A Tale of Two New Schools, Decreasing Enrollment, and Enduring County Debt

Guest Editorial by David Seal

Fiction and Hard Facts

Read the media releases or the sugar-coated news coverage of schools and you might get the impression that you are in a utopian place like Lake Wobegon, the fictional community created by Minnesota comedian Garrison Keillor who closed his weekly public radio show, A Prairie Home Companion, by saying  “Well, that’s the news from Lake Wobegon, where all the women are strong, all the men are good-looking, and all the children are above average.”

If only Keillor’s fiction was Jefferson County’s reality. Our county is sixty-eight million dollars in debt; public school enrolment is declining; and a proposal is floating to build two new schools at a minimum cost of twenty-five million dollars; thirty-five million is a more realistic number. A set of important factors need to be carefully considered before money is borrowed on behalf of taxpayers to build two new schools. One factor is that county annual debt service obligation falls off dramatically in 2023, giving Jefferson County its first real opportunity to accelerate the disposal of county debt. Here is my analysis, factor by factor.

Public School Exodus

Parents are removing their children from public schools for a variety of reasons, a trend that started long before the COVID-19 crisis emerged, and accelerated once it did. Homeschooling has become more common because of the virus and other concerns, and the trend is nationwide. According to one report from The New American, 20 plus percent of students may be not return to public schools after the virus subsides, or surges. Having spent decades as a public school teacher, interacting with parents and students, I submit this list of prominent reasons for the exodus: health and safety concerns, dissatisfaction with school discipline practices, inconsistent application of student punishment for misbehavior – especially dress code and cell phone violations, fear of violence, limits on school prayer, limits on constitutional freedom of expression, perception that students are being indoctrinated with certain ideologies, dependency on standardized testing, perceived lack of academic rigor, and inefficient use of instructional time. The exodus negates the need for additional square footage of classroom space.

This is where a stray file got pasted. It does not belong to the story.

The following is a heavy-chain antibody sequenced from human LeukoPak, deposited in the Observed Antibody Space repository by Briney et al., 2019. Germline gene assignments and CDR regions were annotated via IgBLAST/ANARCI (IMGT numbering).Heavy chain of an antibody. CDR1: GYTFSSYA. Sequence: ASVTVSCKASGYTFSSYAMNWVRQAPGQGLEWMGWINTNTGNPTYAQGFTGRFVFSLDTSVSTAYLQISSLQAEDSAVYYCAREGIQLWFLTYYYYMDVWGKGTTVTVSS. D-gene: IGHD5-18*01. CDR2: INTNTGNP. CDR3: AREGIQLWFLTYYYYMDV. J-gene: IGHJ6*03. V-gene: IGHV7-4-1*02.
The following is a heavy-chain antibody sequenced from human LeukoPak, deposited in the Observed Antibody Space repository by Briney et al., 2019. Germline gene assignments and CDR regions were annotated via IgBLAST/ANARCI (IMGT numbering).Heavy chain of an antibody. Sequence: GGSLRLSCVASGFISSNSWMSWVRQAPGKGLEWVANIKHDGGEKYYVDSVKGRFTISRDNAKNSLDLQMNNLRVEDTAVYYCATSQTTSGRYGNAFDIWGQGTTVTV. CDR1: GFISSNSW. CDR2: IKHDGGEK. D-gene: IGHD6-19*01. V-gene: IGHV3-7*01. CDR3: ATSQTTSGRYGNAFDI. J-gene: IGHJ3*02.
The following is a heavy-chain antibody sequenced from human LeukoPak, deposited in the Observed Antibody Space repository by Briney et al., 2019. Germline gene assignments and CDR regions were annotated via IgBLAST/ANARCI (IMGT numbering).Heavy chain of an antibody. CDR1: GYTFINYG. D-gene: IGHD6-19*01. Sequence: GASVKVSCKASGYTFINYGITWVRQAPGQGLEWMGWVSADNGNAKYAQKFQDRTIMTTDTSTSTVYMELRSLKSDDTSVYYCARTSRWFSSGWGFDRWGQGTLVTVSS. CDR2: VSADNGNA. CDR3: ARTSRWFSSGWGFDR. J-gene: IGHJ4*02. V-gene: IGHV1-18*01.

Privatization of Education

Private schools are being built in this area; and as they open, parents with the financial means are transferring their children to those schools. As a result, academic talent is being drained from Jefferson County schools. As the talent vacates, the metrics of school performance will deteriorate, placing our surviving public schools on thin ice with the bean counters at the Tennessee Department of Education, a very dangerous place to be if you want to avoid state intervention into the management of your schools. By legislative design, “Big brother” holds the nasty menace of intervention and funding requirements over all public schools, a modern version of Orwellian authority, fear-factor, and the sword of Damocles rolled into one. In the near future, student transfer to private schools will likely be the single biggest factor in declining public school enrolment. Statewide school vouchers will accelerate the onset of more private schools, another reason the public system will need less classroom space.